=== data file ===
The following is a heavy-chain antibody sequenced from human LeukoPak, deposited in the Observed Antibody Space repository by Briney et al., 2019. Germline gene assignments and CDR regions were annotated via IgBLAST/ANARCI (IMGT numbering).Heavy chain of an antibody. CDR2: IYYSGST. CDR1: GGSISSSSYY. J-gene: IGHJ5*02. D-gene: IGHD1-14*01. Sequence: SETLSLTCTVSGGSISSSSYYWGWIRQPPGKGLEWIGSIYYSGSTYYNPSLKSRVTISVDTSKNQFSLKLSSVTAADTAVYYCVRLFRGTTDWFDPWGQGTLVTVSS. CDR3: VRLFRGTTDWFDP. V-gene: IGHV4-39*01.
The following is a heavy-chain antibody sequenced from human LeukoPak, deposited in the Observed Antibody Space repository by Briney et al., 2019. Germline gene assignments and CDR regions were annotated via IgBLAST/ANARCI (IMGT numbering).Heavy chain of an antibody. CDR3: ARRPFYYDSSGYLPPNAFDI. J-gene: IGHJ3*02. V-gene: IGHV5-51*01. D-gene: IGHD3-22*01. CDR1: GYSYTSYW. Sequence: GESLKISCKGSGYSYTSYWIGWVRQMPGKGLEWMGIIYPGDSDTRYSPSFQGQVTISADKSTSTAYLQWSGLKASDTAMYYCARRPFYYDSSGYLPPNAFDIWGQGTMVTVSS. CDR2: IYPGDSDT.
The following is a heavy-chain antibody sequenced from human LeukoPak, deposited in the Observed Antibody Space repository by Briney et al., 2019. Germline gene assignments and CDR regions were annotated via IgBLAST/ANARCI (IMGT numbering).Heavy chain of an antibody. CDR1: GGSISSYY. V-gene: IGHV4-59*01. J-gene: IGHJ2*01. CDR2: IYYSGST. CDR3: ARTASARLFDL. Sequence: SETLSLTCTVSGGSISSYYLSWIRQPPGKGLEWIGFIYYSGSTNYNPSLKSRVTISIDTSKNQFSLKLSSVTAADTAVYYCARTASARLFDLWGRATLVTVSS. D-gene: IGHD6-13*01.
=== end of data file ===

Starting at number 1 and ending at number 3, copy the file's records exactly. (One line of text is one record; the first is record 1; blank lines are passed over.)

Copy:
The following is a heavy-chain antibody sequenced from human LeukoPak, deposited in the Observed Antibody Space repository by Briney et al., 2019. Germline gene assignments and CDR regions were annotated via IgBLAST/ANARCI (IMGT numbering).Heavy chain of an antibody. CDR2: IYYSGST. CDR1: GGSISSSSYY. J-gene: IGHJ5*02. D-gene: IGHD1-14*01. Sequence: SETLSLTCTVSGGSISSSSYYWGWIRQPPGKGLEWIGSIYYSGSTYYNPSLKSRVTISVDTSKNQFSLKLSSVTAADTAVYYCVRLFRGTTDWFDPWGQGTLVTVSS. CDR3: VRLFRGTTDWFDP. V-gene: IGHV4-39*01.
The following is a heavy-chain antibody sequenced from human LeukoPak, deposited in the Observed Antibody Space repository by Briney et al., 2019. Germline gene assignments and CDR regions were annotated via IgBLAST/ANARCI (IMGT numbering).Heavy chain of an antibody. CDR3: ARRPFYYDSSGYLPPNAFDI. J-gene: IGHJ3*02. V-gene: IGHV5-51*01. D-gene: IGHD3-22*01. CDR1: GYSYTSYW. Sequence: GESLKISCKGSGYSYTSYWIGWVRQMPGKGLEWMGIIYPGDSDTRYSPSFQGQVTISADKSTSTAYLQWSGLKASDTAMYYCARRPFYYDSSGYLPPNAFDIWGQGTMVTVSS. CDR2: IYPGDSDT.
The following is a heavy-chain antibody sequenced from human LeukoPak, deposited in the Observed Antibody Space repository by Briney et al., 2019. Germline gene assignments and CDR regions were annotated via IgBLAST/ANARCI (IMGT numbering).Heavy chain of an antibody. CDR1: GGSISSYY. V-gene: IGHV4-59*01. J-gene: IGHJ2*01. CDR2: IYYSGST. CDR3: ARTASARLFDL. Sequence: SETLSLTCTVSGGSISSYYLSWIRQPPGKGLEWIGFIYYSGSTNYNPSLKSRVTISIDTSKNQFSLKLSSVTAADTAVYYCARTASARLFDLWGRATLVTVSS. D-gene: IGHD6-13*01.